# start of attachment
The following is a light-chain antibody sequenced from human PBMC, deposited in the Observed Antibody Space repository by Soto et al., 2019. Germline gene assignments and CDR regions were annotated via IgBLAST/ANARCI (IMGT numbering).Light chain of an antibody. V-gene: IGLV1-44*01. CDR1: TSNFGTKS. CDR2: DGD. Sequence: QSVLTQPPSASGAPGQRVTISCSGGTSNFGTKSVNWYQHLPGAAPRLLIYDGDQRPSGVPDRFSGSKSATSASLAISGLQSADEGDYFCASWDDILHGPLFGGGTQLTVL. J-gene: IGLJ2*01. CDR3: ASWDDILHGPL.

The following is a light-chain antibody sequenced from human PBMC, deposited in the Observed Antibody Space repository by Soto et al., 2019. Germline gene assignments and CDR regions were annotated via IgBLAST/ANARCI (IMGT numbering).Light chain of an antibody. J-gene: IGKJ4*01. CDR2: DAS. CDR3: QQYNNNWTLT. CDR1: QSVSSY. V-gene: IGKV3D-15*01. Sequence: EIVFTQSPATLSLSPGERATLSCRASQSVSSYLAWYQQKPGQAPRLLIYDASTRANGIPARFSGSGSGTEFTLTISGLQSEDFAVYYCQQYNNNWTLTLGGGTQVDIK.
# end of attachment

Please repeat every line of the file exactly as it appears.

The following is a light-chain antibody sequenced from human PBMC, deposited in the Observed Antibody Space repository by Soto et al., 2019. Germline gene assignments and CDR regions were annotated via IgBLAST/ANARCI (IMGT numbering).Light chain of an antibody. V-gene: IGLV1-44*01. CDR1: TSNFGTKS. CDR2: DGD. Sequence: QSVLTQPPSASGAPGQRVTISCSGGTSNFGTKSVNWYQHLPGAAPRLLIYDGDQRPSGVPDRFSGSKSATSASLAISGLQSADEGDYFCASWDDILHGPLFGGGTQLTVL. J-gene: IGLJ2*01. CDR3: ASWDDILHGPL.

The following is a light-chain antibody sequenced from human PBMC, deposited in the Observed Antibody Space repository by Soto et al., 2019. Germline gene assignments and CDR regions were annotated via IgBLAST/ANARCI (IMGT numbering).Light chain of an antibody. J-gene: IGKJ4*01. CDR2: DAS. CDR3: QQYNNNWTLT. CDR1: QSVSSY. V-gene: IGKV3D-15*01. Sequence: EIVFTQSPATLSLSPGERATLSCRASQSVSSYLAWYQQKPGQAPRLLIYDASTRANGIPARFSGSGSGTEFTLTISGLQSEDFAVYYCQQYNNNWTLTLGGGTQVDIK.